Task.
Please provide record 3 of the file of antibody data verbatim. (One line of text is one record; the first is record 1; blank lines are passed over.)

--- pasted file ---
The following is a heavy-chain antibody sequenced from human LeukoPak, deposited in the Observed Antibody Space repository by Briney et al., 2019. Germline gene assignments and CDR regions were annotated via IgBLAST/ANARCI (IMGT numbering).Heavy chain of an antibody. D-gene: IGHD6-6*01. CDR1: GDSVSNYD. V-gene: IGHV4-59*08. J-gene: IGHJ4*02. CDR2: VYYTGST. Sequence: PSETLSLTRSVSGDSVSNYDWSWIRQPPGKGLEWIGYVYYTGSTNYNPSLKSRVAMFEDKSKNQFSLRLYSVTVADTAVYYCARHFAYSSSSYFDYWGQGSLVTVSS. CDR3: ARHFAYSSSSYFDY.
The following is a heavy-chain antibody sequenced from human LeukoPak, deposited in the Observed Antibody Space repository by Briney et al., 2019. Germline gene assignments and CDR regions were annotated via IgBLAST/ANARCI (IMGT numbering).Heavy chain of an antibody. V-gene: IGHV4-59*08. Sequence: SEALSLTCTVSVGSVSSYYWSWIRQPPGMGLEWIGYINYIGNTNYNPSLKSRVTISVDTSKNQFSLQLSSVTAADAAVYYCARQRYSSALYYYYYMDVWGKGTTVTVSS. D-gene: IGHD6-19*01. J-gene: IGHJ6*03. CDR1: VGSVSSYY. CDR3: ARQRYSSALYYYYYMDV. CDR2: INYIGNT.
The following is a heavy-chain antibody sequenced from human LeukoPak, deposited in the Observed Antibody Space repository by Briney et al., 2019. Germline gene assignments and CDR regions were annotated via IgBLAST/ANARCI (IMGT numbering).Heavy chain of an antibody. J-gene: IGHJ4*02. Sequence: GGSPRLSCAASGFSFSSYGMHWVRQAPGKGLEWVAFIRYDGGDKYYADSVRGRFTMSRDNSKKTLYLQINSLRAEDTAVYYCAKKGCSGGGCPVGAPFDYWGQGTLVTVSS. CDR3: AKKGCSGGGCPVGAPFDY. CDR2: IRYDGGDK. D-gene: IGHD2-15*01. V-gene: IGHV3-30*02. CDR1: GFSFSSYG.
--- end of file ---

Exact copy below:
The following is a heavy-chain antibody sequenced from human LeukoPak, deposited in the Observed Antibody Space repository by Briney et al., 2019. Germline gene assignments and CDR regions were annotated via IgBLAST/ANARCI (IMGT numbering).Heavy chain of an antibody. J-gene: IGHJ4*02. Sequence: GGSPRLSCAASGFSFSSYGMHWVRQAPGKGLEWVAFIRYDGGDKYYADSVRGRFTMSRDNSKKTLYLQINSLRAEDTAVYYCAKKGCSGGGCPVGAPFDYWGQGTLVTVSS. CDR3: AKKGCSGGGCPVGAPFDY. CDR2: IRYDGGDK. D-gene: IGHD2-15*01. V-gene: IGHV3-30*02. CDR1: GFSFSSYG.